Using Customer Service to Expand and Promote Brand Influence



Ideally, every company wants its customer service associates to deliver a positive customer experience, service that is reflective of and an extension of the brand. But too often associates feel disconnected from the brand and cannot achieve that goal. Why the disconnect? There are many reasons: associates feel siloed and uninformed, receive minimum wage salaries, or have low self-esteem, poor training, and no vehicle for transparent communications. Being a customer service representative should be a rewarding job. After all, customer service associates help more customers in one day than most associates in other departments do in a lifetime.

A key ingredient to delivering superior customer service is understanding and embracing the brand, especially when a company wants its associates to think like the company thinks. This concept, combined with low turnover within the customer service center, ensures the associates remain connected to the brand. So many companies have long-term, well-established, and exciting histories. Customer service associates must be well-treated, trained, recognized, and compensated appropriately to become a stable force to help companies use the customer service department as a powerful competitive differentiator.

It's important to get feedback from customer service associates at least once a year to ensure they have the proper tools to provide the ultimate customer service experiences. When associates are asked for their opinions, they feel appreciated and valued. It is also critical that feedback results are shared with each associate. In many cases, changes can be implemented almost immediately; in other cases, the associates should be provided an estimated timeline for implementation or the reasons why it might not be possible to modify certain guidelines or policies.

Some of the areas that should be addressed periodically during a feedback process might include the level of communication the associates feel to the company and how important they think the company views their job. Additionally, how associates contribute to the success of the company, including insights into the company's internal and external communications, and whether they are getting the appropriate tools to do their job effectively.

I thought it would be helpful to recap some of the suggestions we have uncovered during our research studies. These can help increase the connection to the company and improve training and communication, including outlining some of the statements and policies that make customer service associates uncomfortable.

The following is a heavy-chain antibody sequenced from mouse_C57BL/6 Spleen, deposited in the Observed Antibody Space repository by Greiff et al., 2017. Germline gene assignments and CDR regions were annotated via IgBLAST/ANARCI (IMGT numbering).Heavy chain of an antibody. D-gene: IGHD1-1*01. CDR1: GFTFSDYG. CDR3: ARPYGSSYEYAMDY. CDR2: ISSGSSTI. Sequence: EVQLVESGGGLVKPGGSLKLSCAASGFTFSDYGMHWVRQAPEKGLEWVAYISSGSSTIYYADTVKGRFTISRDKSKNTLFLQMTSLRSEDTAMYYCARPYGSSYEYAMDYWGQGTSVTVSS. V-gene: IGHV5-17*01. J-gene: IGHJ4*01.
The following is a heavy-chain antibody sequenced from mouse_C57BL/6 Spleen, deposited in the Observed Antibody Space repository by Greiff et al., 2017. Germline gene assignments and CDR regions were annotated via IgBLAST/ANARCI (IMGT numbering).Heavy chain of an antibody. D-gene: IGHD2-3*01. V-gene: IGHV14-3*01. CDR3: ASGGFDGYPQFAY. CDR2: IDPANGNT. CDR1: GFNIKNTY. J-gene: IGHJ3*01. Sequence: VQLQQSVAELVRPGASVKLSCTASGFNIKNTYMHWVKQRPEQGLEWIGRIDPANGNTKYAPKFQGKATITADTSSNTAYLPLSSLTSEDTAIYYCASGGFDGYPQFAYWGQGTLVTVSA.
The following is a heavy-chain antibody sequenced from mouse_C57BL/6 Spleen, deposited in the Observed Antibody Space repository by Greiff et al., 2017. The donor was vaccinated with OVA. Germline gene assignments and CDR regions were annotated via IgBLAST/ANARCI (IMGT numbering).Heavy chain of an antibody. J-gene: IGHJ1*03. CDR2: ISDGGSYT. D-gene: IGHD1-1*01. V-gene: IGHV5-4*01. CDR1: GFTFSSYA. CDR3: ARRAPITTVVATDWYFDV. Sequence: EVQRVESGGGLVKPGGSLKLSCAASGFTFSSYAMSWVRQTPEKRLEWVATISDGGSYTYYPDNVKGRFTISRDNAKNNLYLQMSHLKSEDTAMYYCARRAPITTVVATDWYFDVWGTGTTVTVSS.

Increase Brand Connection:

  • Provide samples to associates so they can experience what the consumer does;
  • Share factoids about the brands to help them better serve customers;
  • Communicate on a more timely basis regarding product changes;
  • Have a product room or product showcase for associates to look at packaging (for example) if needed;
  • Hold focus groups for associates to share trends they hear from customers; and
  • Provide training on how customers are using products.

Improve Training:

  • Provide one-on-one and group coaching;
  • Coaching should always include positive feedback in addition to opportunities for improvement;
  • Conduct periodic refresher training;
  • Extend the training for new hires over longer periods of time;
  • Create more accountability between trainers and associates; and
  • Calibrate calls and emails with fellow associates, not just management.

Improve Communication:

  • Make answers and information more consistent and forthcoming;
  • Provide more timely updates of changes or hot issues;
  • Give more access to team leads with an open-door policy; and
  • Allow time for more team meetings and less one-on-one interactions to facilitate more dialog.

Statements Customer Service Associaes Say That Make Them Uncomfortable:

  • Your feedback will be shared with management;
  • This is the first time I'm hearing about this issue;
  • We don’t have any information on that; and
  • I'm not authorized to disclose that kind of data.

Companies that understand the integral role that customer service associates can play in extending the brand's influence in the marketplace will succeed. Those that don't will be missing a tremendous opportunity. We live in a new world where competition has never been greater, customers have never been more fickle, buying options have never been more prevalent, and service and marketing channels have never been more prolific. Customer service associates touch more customers than other departments. Each customer call should be considered a precious commodity.

With the enormous information that is available on the Internet, self-serve options, and the onset of artificial intelligence, when customers call, they need to be handled with care by associates who are well-trained, rewarded, and appreciated. Companies hope that customer service associates will extend their brands' missions. Customer service associates hope that companies will make them feel part of a family. Collecting associates' feedback on a regular basis and acting on it is a winning combination for both.


Richard Shapiro is founder and president of The Center for Client Retention.